Artist and media theorist Victor Burgin, and philosopher and artist D.N. Rodowick (University of Chicago, Department of Cinema and Media Studies) investigate displaced or effaced histories of architecture and urban space in the near South Side of Chicago through the creation of site-specific audiovisual installations.
Sit where the light corrupts your face,
Mies van der Rohe retires from grace.
And the fair fables fall.
– Gwendolyn Brooks, In the Mecca
Together, we envisage a project that investigates displaced or effaced histories of architecture and urban space in the near South Side of Chicago through the creation of site-specific audiovisual installations.
The built environment – as a theatre of wishes and fears about past, present and future – is at the forefront in all of Burgin’s production. His work is concerned with the ways real objects in actual space are mediated through memory and fantasy – the way “space” becomes place. Many of Burgin’s video and photographic installations respond to specific architectural sites and explore the erased or disappeared cultural histories, real and/or imagined, inscribed in those spaces. Many of these sites provide occasions for exploring how historical conflicts between utopian and counter-utopian forces are expressed.
We imagine a transdisciplinary collaboration (between ourselves, and between ourselves and students) that investigates how artistic practice can produce counter-historical knowledge of the conflicted histories of specific urban locations. We are especially intrigued to take as our point of departure the vexed history of The Mecca. Built in the late 19th century, The Mecca was an architecturally significant structure representative of Chicago’s claims to modernity and innovative urban planning through the combination of high-density structures with more suburban residential features. By the 1920s, the building became a “mecca” for African-Americans aspiring to the middle class. The great poet Gwendolyn Brooks worked there, and wrote about it in her book of poetry, In the Mecca. Civil rights pioneer Ida B. Wells and heavyweight champ Joe Louis lived there as well, and the structure even inspired a popular song, “Mecca Flat Blues”. Despite great protest, The Mecca was demolished as part of the expansion of the Illinois Institute of Design under the plan of Mies van der Rohe. This site and its Bronzeville environs thus present many fascinating opportunities for us, and students, to explore themes of displaced architectures, competing visions of modernism and utopia, and conflicts in popular and cultural memory.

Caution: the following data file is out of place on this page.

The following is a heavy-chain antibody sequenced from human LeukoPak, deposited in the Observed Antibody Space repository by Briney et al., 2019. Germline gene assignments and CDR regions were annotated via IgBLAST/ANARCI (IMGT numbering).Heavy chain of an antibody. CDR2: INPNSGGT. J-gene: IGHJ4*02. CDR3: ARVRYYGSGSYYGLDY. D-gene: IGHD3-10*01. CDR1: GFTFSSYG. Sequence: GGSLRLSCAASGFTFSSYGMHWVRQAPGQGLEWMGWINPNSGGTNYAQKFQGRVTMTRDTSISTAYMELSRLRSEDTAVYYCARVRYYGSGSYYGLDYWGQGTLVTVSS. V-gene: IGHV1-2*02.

The risk and the experiment of our proposal involves finding new forms and practices for conducting what we call research in practice. In other words, research conceived not just as preparatory and prior to creative activity, but as taking place in and through artistic practices that seek out experimentally new strategies of text-image relations, spatial and temporal organization of installed elements, and novel moving image forms, including digital design and 3D computer modeling. We wager that critical historical knowledge can be produced not only through representation and designation but also in disjunctive and associative combinations of text and image, and the imaginative colligation of different media forms.
- D.N. Rodowick